Don’t worry about the Web Report Studio Style When Including a Stored Process
When you need to add or link a stored process to your Web Report Studio report, you might be worried that it will not look the same. For instance – here’s a simple stored process that I created where I declare the style as Banker. [You can also use a SAS supplied shared prompt]. Notice how Banker looks anything except what a banker or bank would be like? I’m just saying.
You ever wonder what would happen to Web Report Studio if you added this stored process [See Add the stored process to Web Report Studio post] since you have defined how you want the style to look. For instance, Web Report Studio provides four different styles – none of which are Banker.
Selecting a Web Report Studio Style
There are four basic styles that you can select as a default for your report. There is very little difference between the styles other than color, but I’ve taken a screenshot of each for your comparison. Learn to build your own custom style in this post. If you want to change a color temporarily, then use the Properties for the data object or change the template colors.
Plateau – Compact with Blues and Orange Highlight
This style uses blues and grays with a highlight of orange. It reminds me of the SASWEB style. This style uses smaller fonts and less spacing. For instance, notice that the 0% line on the graph lines up with the Hotel category in the cross tab object. If you look forward at the other styles, notice that same line aligns with the Media category. This is due to the amount of space between the objects – which you can also compare.
Meadow – Earthy Colors
This is an earthy color panel with greens and browns. The line for the graph barely has any contrast. As I was noting in the last paragraph, see how much more space exists between the items in the rows.
Seaside – Water and Sand Comes to Mind
This style is very similar to Plateau but gold/soft cream is used where gray is used in the other. Notice the blue line around the cross tab object. The color contract between the blue and gold make it stand out more than the others.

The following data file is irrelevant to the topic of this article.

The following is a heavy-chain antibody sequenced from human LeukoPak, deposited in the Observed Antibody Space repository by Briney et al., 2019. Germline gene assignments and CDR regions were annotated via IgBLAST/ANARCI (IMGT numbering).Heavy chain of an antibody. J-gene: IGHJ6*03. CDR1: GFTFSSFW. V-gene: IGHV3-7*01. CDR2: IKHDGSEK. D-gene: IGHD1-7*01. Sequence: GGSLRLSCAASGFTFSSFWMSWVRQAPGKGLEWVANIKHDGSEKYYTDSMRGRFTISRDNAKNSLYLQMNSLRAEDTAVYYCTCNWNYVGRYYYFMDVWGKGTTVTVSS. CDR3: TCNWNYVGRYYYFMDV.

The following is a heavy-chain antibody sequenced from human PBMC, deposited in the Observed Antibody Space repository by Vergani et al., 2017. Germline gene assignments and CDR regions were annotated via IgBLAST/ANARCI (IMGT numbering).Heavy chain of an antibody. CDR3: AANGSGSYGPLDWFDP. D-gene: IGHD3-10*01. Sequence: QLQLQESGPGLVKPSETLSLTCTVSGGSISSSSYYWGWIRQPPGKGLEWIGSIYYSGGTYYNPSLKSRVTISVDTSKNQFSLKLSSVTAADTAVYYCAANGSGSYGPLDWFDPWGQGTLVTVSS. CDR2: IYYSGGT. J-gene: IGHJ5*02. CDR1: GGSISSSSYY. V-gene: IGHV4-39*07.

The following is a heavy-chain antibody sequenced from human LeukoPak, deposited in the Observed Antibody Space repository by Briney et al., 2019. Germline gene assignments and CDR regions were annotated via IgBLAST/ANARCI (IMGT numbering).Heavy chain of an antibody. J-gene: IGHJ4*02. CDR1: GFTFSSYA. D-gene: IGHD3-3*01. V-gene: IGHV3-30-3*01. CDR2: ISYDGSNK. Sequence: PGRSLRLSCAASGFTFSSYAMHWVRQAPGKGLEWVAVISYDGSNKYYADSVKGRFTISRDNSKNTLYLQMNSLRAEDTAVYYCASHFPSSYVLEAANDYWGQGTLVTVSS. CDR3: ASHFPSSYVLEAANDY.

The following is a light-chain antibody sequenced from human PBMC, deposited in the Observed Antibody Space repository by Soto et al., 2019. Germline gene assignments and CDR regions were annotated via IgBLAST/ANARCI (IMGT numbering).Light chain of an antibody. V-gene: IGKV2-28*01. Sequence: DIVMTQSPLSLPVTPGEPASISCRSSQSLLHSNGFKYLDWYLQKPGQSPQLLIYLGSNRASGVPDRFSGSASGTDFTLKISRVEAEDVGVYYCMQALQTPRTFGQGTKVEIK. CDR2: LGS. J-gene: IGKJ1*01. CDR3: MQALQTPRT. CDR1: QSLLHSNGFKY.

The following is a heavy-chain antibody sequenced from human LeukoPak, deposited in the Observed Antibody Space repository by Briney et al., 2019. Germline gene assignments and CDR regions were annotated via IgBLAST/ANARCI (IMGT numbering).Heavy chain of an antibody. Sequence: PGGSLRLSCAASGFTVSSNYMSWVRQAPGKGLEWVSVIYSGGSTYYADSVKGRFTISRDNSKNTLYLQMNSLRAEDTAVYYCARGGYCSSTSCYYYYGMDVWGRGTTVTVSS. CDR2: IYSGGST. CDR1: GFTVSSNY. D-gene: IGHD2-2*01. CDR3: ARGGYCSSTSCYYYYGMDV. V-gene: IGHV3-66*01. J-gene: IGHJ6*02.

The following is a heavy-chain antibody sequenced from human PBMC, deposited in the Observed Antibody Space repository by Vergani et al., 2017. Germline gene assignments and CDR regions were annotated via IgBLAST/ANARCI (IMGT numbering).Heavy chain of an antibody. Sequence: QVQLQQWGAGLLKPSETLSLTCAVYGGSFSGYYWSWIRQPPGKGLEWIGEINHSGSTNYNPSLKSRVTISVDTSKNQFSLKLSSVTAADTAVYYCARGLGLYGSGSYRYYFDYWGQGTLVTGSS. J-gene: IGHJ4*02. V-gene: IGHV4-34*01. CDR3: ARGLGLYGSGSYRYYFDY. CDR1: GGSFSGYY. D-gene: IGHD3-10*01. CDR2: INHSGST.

Festival – Party Colors!
Festive is a good word for this style due to its bright colors! As I was noting about the style above, the contrast of purple and yellow is a little too much on the cross tab object and the graph; however. Then again – I’m not a purple fan so if it were pink I might be commenting on how lovely it is. :-)
Changing a Web Report Studio Style
To change the style for your current report, do this. If you compare the Plateau screen captures with the others – notice how my special formatting for the titles (Incidents by Business Type, Sub Category Arrest Counts) were lost. When you change the style this is one of the changes that you can lose. You will receive a warning before you change the style. The warning sounds like the world will end – what they mean is you have to redo some formatting..
If you want to change the style for all reports you build, change the Preferences. At the top left of the window, select Preferences. In the Preference pop-up window, select Report Creation > Report Style. The style you set here will apply to future reports you create.
Adding a Stored Process
So what does happen when I add the above stored process to the report? Since the style is assigned with the %Let _ODSStyle variable …. nothing. SAS overrides the value and applies the style from the report. So it kept the value for the Title – but certainly not the look. I had Meadow as the default style and Web Report Studio overrode the stored process settings to use Meadow.
I was curious what would happen if I had used shared style prompt and attempted to set it. Well – no dice. Web Report Studio was not having any of that – looks like it threw out the stored process. It did this even if I selected the defined style. I don’t think this is an error; looks like it “works as designed”. Nine out of ten times the user wants the stored process to match the report not a crazy style set by an unstable developer.
So – I think you need to create a custom style if you have your heart set on Banker for your web report.
Learn More about SAS Stored Processes and Prompts
You can learn more tips and tricks for creating, debugging, and using SAS stored processes in the 50 Keys to Learning SAS Stored Processes book. It's a complete guide to SAS stored processes. Check Amazon for best pricing and quick shipping!
Latest posts by Tricia Aanderud (see all)
- SAS Add-In for MS Office: Abe Lincoln Sends Glee in a Snowstorm - February 18, 2014
- #SASGF14: You’re Invited to a TweetUp! - February 10, 2014
- SAS Stored Process Dealing with Disappearing Results - January 31, 2014
- More SAS Stored Process Sleight of Hand Tricks - January 29, 2014
- Little Known Secrets from SAS Stored Process Magicians - January 26, 2014